Why is this the case? I think this is because as young people committed to the region get older, the options to work in Indonesia are actually very narrow. And as you rise the ranks in the workforce, Indonesia skills aren’t as valued as other skills or they aren’t valued at all.
The fact is that Australia’s relationship with Indonesia is pretty stunted. If anything, it’s shrunk to a few sectors. If you’re interested in Indonesia, it often seems that academia, NGOs, big business, political risk consultancies or the public sector are the only ways to get paid to do what you love.
But why is it left to these often archaic, quite hierarchical sectors to innovate, complicate and deepen the relationship? This is a relationship based principally on charity, diplomacy and a particular kind of business. That’s really not much of a relationship. Why should the bilateral relationship dictate the contours of our engagement? How do we find work that rides on the passion we feel for Indonesia? This is the challenge.
So to come back to your question: I think there are myriad opportunities to carve a career out of an Australia-Indonesia relationship – in whatever sector takes your fancy; media, animation, literature, art, food, travel, new technologies, new business models, education. But doing that is going to require that we step away from the path well trodden and start making our own opportunities.
I have an American girlfriend who quit her Anthropology PhD midway through and returned to the mid-West. It seemed crazy.
We all wondered, how on earth would she get on as a half trained academic in a pretty narrow and unpractical discipline. But she started a business as anthropologist, selling her skills to business. She wrote her own job description and impressed upon her employers why they needed her. She now runs a pretty successful consultancy business now and has the flexibility to move the direction of her skill set to wherever she likes.
We have to be the innovators. Asian Century or not, Australia isn’t suddenly going to value your skill-set. Like my crazy anthropologist friend, you need to tell your employers why they need you and why they need Indonesia.
This means you need to seriously do your homework about your employers, observe the gaps and sell your passion and skill set. Don’t sit around politely waiting for them to launch their big Indonesia project and then jump on board. You’re going to have to spoon feed them the Kool-aid.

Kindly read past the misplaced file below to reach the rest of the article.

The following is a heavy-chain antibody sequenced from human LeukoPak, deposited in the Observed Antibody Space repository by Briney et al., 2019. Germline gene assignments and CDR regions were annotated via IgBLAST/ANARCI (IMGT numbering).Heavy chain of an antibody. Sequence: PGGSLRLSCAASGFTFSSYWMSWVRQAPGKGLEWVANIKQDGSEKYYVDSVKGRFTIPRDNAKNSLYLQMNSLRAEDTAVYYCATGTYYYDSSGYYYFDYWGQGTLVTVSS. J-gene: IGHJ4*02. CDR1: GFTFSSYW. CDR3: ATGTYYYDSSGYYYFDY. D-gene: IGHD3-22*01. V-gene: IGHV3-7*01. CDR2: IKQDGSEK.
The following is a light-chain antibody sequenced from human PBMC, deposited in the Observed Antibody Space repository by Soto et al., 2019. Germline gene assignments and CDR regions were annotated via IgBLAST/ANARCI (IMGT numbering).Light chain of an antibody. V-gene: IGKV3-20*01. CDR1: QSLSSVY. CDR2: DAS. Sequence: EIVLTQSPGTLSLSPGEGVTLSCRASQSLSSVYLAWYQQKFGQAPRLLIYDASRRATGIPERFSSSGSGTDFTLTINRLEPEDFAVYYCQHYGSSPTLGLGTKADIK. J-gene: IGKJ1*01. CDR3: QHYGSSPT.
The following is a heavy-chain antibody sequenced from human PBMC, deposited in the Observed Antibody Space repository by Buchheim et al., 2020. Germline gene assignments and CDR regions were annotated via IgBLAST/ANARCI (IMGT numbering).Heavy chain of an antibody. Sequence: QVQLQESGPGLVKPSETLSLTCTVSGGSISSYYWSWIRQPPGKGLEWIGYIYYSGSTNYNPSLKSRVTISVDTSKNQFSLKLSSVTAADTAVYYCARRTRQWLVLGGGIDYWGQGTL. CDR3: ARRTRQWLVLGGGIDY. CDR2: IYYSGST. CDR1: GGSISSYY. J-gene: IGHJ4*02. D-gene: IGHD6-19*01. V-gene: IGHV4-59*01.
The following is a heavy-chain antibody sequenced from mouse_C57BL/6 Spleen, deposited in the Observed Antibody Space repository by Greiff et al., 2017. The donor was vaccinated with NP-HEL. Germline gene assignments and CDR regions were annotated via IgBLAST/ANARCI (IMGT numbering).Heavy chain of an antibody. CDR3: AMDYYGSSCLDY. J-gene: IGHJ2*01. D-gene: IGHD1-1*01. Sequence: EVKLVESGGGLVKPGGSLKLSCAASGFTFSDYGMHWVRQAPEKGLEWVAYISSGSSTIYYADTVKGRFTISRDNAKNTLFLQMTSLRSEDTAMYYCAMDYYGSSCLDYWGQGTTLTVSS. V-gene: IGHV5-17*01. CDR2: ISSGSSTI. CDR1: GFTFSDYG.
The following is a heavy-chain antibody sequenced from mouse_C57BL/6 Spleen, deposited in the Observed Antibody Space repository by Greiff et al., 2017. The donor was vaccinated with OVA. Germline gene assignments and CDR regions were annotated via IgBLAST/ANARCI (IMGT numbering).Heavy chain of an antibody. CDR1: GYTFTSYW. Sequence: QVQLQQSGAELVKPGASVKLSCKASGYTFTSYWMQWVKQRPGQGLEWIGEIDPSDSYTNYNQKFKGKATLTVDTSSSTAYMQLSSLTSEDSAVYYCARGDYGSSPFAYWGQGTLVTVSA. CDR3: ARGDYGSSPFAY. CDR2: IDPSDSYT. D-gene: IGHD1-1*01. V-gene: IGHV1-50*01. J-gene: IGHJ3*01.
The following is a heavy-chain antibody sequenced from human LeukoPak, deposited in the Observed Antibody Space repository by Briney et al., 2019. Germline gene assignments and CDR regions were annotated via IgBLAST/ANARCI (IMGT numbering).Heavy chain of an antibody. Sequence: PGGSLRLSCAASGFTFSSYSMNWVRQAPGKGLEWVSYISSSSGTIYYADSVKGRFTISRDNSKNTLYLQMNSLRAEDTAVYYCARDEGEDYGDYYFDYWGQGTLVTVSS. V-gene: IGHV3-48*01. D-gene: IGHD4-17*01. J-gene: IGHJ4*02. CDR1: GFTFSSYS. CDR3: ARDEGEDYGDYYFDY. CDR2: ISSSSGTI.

Better yet, make your own job. Build good relationships in-country. That will take years and years, but always be on the look out for collaborators, and think about what yo can make together, and what kinds of ventures you can embark upon. This sounds awfully cliched, but be the change you want to see.
How useful have your Indonesian skills been for finding work in your industry?
Because I’ve been the development and academic sectors, I sell my knowledge of Indonesia.
That said, I have done a lot of different things with my skill set – development and program management, education, academic research, human rights research, but all strictly focused on Indonesia. Last year, I had the unique experience of collaborating with Radio National and a radio academic, Siobhan McHugh, to make a radio documentary, Eat, Pray, Mourn, on human rights and the poor.
This was probably the first time I worked with people who weren’t intrinsically interested in Indonesia. They had a worldly focus, but Siobhan used to laugh that she hadn’t even been Bali and yet here she was, knee-deep in tape having to edit sound in Sundanese. It was painstaking work but I found collaboration to be interesting, because I constantly had to explain my knowledge and justify why some choices are better than others in crafting the documentary. I think all the non-Indonesia focused people on that project left the project feeling curious about this magical, mysterious and thrilling neighbour.
So other sectors aren’t wired to an Asian sensibility. You have to infect them with your own passion for Indonesia and why they need that regional breadth. At every point in the way, think about how you can invite Indonesia and your networks there into your work.
Given the opportunity again, what would you do differently?
Ach, this kind of question can only be written by someone who is yet to have regrets.
Many thanks to Jacqui Baker for giving up her time to answer our questions.